Plaenkers, Tomas Karnac Books ePub

Liying Wang

Reflecting on the horrors of world history and especially the catastrophes of the twentieth century, Reemtsma (2001) takes issue with Hegel's philosophy of history:

The second half of the twentieth century has bankrupted Hegel's hope for History. It is exactly at that moment, the philosopher said, when we regard “History as the slaughter-bench on which the happiness of peoples, the wisdom of states, and the virtue of individuals has been sacrificed” that we must believe “these enormous sacrifices” to be serving an ultimate goal. The philosophy of history, that great attempt of European modernity to see itself as on the right road out of a world of violence into a future relatively or entirely free of it, was shaken by the First World War and refuted by Auschwitz. It is dead. We should not, we cannot even, lament its passing. (p. 172, translated for this edition)

With this pronouncement, Reemtsma challenges the teleological idea of history. The disillusionment of historical philosophy, stemming not least from the catastrophic experiences of the twentieth century, brings to the fore the awareness and experience of contingency. Among the century's terrible events, the “Great Proletarian Cultural Revolution” in China (1966–1976) must take its place. It is both an example of the many Chinese troubles of the period and their climax. The reach of the Cultural Revolution, impacting on almost all social classes throughout the country, was vast, its course prolonged and bewildering. For most participants, perpetrators as well as victims, the direction of the campaign was chaotic and confusing, because of contradictory instructions from on high; in this, the Cultural Revolution differs from other comparable events.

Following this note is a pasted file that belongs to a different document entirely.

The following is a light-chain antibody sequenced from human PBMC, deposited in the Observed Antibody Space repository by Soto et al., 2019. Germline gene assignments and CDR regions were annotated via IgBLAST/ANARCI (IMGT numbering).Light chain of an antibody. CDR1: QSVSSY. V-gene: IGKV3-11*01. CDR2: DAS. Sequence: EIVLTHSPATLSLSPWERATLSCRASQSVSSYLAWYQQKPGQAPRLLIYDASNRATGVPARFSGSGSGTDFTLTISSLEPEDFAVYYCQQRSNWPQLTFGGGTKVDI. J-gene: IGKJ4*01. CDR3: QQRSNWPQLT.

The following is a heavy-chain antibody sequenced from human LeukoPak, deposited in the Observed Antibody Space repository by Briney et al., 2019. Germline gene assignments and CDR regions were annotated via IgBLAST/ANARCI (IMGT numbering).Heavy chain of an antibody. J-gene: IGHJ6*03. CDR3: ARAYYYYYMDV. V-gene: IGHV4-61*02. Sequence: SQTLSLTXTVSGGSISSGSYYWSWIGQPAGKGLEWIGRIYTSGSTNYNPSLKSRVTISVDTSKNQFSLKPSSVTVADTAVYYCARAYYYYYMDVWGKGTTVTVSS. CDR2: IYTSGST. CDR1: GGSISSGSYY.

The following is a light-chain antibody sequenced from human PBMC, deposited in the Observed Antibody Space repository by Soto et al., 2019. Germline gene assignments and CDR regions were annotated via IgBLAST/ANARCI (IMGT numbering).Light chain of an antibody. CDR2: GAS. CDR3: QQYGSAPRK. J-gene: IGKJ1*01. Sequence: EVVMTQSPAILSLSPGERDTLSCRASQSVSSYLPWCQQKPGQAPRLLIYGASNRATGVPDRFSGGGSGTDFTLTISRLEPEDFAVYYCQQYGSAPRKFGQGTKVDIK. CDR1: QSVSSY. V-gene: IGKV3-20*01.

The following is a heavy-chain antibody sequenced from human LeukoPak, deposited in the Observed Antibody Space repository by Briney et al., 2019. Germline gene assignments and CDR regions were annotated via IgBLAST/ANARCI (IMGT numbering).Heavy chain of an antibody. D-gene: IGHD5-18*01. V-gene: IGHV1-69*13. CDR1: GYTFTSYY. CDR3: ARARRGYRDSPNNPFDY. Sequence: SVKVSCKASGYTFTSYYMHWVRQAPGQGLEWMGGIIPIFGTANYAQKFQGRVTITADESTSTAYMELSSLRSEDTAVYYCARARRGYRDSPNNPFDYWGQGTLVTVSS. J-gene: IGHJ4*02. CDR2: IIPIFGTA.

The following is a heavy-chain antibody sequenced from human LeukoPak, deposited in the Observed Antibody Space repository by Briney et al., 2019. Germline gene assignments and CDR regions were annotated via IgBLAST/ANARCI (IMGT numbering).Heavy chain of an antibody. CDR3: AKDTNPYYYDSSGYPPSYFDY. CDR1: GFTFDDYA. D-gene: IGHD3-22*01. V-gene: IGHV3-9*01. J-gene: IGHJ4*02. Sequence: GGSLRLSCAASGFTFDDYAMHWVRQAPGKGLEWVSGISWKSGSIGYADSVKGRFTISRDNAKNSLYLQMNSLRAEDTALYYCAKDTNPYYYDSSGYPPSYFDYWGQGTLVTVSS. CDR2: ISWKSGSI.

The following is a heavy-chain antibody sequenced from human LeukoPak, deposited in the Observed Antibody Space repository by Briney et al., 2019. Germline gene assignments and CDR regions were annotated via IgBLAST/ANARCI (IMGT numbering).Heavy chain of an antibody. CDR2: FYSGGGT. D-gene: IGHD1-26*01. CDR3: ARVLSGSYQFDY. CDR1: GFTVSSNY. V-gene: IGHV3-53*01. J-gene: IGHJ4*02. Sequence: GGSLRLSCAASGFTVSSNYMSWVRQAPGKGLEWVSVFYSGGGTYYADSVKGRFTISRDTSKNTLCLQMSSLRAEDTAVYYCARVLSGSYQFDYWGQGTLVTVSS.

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Chapter One - Negotiating the Past: Narratives of the Cultural Revolution in Party History, Literature, Popular Media, and Interviews

Plaenkers, Tomas Karnac Books ePub

Natascha Gentz